As I left the houses the field to the south of the lane was full of rape and shining bright yellow in the sun, It was though probably past its best now, with the blooms fading a little, but still quite spectacular.
It is quite a while now since all the forestry work in the wood. Straight after that the ground was clear and the flowers could be seen quite easily. Since then though with the extra light the bracken and bramble has flourished, and it is hard to see through to the floor, and as a consequence where there were carpets of bluebells these have now been engulfed by the tangle of bramble.
I walked through to the crossroads,and then turned to the east, a detour to check if the owl was about, which it wasn't, and then back onto the main path. What bluebells there were are now past there best, so I decided to check on the other side of the wood. here there were a few more, and in a slightly better condition.
Sometimes it is better to view the bluebells under cloud cover as the sunlight seems to wash out the blue.
Along the edge of the wood they were perhaps still at their best.
As I walked out of the wood i was taken by the trees above me and the leaves against the sky.
The path that leads to Gradwell Lane takes you through the Rape field. Probably not ideal if you suffer from hay fever, but nonetheless impressive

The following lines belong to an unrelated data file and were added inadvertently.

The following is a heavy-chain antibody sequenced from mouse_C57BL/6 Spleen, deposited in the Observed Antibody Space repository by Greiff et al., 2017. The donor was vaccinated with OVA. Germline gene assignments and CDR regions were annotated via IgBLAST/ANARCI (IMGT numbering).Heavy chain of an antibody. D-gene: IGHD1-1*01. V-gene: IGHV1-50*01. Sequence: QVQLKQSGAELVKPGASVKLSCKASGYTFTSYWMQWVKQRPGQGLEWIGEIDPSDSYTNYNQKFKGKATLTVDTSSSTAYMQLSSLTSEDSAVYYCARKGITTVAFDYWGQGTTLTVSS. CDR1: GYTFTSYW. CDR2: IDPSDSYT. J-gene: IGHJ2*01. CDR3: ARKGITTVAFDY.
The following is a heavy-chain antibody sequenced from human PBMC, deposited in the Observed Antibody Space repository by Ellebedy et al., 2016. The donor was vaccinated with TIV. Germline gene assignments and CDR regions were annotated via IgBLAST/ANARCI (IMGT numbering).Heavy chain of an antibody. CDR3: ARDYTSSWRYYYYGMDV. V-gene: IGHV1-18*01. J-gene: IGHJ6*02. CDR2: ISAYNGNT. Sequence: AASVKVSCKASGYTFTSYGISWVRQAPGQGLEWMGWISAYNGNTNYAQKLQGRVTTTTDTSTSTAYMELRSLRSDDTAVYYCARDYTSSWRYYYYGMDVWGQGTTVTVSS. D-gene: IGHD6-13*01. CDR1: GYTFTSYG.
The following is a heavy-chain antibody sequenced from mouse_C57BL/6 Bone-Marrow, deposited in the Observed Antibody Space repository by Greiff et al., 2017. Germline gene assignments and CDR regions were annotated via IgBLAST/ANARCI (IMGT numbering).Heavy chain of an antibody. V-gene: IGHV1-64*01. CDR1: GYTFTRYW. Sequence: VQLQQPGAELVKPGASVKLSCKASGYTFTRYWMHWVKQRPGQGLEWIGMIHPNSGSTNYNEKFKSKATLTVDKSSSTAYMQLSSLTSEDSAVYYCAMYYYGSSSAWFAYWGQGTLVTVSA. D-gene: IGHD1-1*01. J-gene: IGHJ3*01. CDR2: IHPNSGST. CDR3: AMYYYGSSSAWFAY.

Coming back along Gradwell Lane a male Orange Tip butterfly flew past, and then flew around as if looking to land. After an age it finally settled and I was able to get in close to photograph it.
Another insect that is still about is the Bee Fly, this year due to the cold spring they have been very late emerging. A cross between a bee and a fly this little insect has a very different approach to egg laying, flicking the eggs from the oviduct into the vegetation or holes. I videoed this one, I don't think it was egg laying, but the down draft from the wings was clearing away small particles of soil.
With the sunny weather holding over the weekend, I decided to put the moth trap out for the first time this year. Whilst there was nothing really spectacular, it was nice to start to look at the moths once again.
This is a Pale Tussock, a moth I have regularly caught over the years.
This one again a regular in the garden, the White Ermine.
While this one is not so regular, the Figure of Eighty so called for the mark on the side that looks like the number 80.
Other moths present but not photographed were Brimstone, Clouded Border and the Flame Shoulder.
The juvenile Robins are still present, and are now getting their adult plumage. This will put pressure on them as the parents will not want them about. Both fledglings have become quite brazen in coming for mealworms which presents us with a problem, as they may become too dependent on these easy hand outs, but it is lovely to see and feed them.
Of the other garden nesting birds the Starlings sound like they will fledge any day, and while the Blackbirds seem to have been feeding birds, there has not been any sign of fledglings in the garden.
On Sunday the House Martins were starting to re-build the nest under the eaves that fell down over the winter.